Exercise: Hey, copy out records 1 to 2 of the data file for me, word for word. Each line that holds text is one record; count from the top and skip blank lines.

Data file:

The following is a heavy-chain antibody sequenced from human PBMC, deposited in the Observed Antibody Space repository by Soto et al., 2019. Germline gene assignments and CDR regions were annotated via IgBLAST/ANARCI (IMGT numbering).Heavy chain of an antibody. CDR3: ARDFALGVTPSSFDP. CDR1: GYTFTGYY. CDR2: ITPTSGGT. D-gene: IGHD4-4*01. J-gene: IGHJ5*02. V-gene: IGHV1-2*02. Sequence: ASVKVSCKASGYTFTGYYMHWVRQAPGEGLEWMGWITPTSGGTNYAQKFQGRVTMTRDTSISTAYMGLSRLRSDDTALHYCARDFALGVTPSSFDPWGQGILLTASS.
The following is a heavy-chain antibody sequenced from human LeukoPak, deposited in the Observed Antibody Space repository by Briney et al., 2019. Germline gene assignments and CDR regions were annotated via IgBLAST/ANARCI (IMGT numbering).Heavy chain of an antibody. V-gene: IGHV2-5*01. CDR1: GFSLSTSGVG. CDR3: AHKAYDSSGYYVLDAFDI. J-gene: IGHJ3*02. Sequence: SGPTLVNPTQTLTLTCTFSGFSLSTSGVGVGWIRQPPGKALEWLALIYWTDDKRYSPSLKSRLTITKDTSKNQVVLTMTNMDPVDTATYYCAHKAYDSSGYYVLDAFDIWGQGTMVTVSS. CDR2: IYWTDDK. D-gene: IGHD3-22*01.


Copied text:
The following is a heavy-chain antibody sequenced from human PBMC, deposited in the Observed Antibody Space repository by Soto et al., 2019. Germline gene assignments and CDR regions were annotated via IgBLAST/ANARCI (IMGT numbering).Heavy chain of an antibody. CDR3: ARDFALGVTPSSFDP. CDR1: GYTFTGYY. CDR2: ITPTSGGT. D-gene: IGHD4-4*01. J-gene: IGHJ5*02. V-gene: IGHV1-2*02. Sequence: ASVKVSCKASGYTFTGYYMHWVRQAPGEGLEWMGWITPTSGGTNYAQKFQGRVTMTRDTSISTAYMGLSRLRSDDTALHYCARDFALGVTPSSFDPWGQGILLTASS.
The following is a heavy-chain antibody sequenced from human LeukoPak, deposited in the Observed Antibody Space repository by Briney et al., 2019. Germline gene assignments and CDR regions were annotated via IgBLAST/ANARCI (IMGT numbering).Heavy chain of an antibody. V-gene: IGHV2-5*01. CDR1: GFSLSTSGVG. CDR3: AHKAYDSSGYYVLDAFDI. J-gene: IGHJ3*02. Sequence: SGPTLVNPTQTLTLTCTFSGFSLSTSGVGVGWIRQPPGKALEWLALIYWTDDKRYSPSLKSRLTITKDTSKNQVVLTMTNMDPVDTATYYCAHKAYDSSGYYVLDAFDIWGQGTMVTVSS. CDR2: IYWTDDK. D-gene: IGHD3-22*01.